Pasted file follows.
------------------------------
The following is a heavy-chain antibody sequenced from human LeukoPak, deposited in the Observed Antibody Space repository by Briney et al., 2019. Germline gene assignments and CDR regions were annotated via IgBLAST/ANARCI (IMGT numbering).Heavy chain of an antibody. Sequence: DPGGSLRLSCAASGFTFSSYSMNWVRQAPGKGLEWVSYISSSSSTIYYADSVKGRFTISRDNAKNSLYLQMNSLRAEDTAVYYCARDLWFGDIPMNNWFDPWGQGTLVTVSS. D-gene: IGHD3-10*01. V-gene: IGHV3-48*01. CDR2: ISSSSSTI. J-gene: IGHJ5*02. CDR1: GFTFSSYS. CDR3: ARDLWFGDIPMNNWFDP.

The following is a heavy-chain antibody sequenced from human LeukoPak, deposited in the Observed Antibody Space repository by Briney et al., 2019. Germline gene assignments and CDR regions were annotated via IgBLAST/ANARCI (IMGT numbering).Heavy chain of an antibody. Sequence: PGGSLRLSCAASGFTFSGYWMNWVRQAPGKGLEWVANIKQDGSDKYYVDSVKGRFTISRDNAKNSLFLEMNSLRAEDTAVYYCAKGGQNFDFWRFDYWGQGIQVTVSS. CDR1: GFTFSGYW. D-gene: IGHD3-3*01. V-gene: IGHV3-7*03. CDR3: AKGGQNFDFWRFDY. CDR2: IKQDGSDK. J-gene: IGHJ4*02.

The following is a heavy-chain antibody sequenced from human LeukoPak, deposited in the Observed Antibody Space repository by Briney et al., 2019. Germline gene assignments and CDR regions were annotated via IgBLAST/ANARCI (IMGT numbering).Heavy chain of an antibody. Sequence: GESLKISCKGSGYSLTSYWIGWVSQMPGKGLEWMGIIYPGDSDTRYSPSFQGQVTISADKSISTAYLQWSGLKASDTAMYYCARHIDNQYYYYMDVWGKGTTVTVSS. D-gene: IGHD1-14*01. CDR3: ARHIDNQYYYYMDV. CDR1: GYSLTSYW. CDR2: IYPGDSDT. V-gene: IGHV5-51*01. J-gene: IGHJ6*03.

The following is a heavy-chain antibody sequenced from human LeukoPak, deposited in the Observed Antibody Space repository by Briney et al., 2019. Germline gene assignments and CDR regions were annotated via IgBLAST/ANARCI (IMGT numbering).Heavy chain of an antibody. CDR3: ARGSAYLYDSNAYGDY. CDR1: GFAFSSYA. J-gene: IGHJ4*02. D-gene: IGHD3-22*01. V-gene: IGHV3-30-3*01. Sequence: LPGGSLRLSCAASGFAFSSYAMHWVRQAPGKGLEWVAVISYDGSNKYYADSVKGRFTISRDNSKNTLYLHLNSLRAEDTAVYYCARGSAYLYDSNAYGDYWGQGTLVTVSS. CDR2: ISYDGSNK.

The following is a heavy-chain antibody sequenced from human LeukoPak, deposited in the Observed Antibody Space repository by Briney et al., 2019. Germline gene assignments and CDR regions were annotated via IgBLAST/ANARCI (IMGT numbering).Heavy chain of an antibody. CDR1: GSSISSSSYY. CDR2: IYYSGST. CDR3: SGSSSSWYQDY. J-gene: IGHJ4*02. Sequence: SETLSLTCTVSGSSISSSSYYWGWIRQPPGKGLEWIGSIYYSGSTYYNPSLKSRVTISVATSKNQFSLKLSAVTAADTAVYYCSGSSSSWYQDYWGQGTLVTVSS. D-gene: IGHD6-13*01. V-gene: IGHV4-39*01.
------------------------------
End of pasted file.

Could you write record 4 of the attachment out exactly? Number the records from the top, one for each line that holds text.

The following is a heavy-chain antibody sequenced from human LeukoPak, deposited in the Observed Antibody Space repository by Briney et al., 2019. Germline gene assignments and CDR regions were annotated via IgBLAST/ANARCI (IMGT numbering).Heavy chain of an antibody. CDR3: ARGSAYLYDSNAYGDY. CDR1: GFAFSSYA. J-gene: IGHJ4*02. D-gene: IGHD3-22*01. V-gene: IGHV3-30-3*01. Sequence: LPGGSLRLSCAASGFAFSSYAMHWVRQAPGKGLEWVAVISYDGSNKYYADSVKGRFTISRDNSKNTLYLHLNSLRAEDTAVYYCARGSAYLYDSNAYGDYWGQGTLVTVSS. CDR2: ISYDGSNK.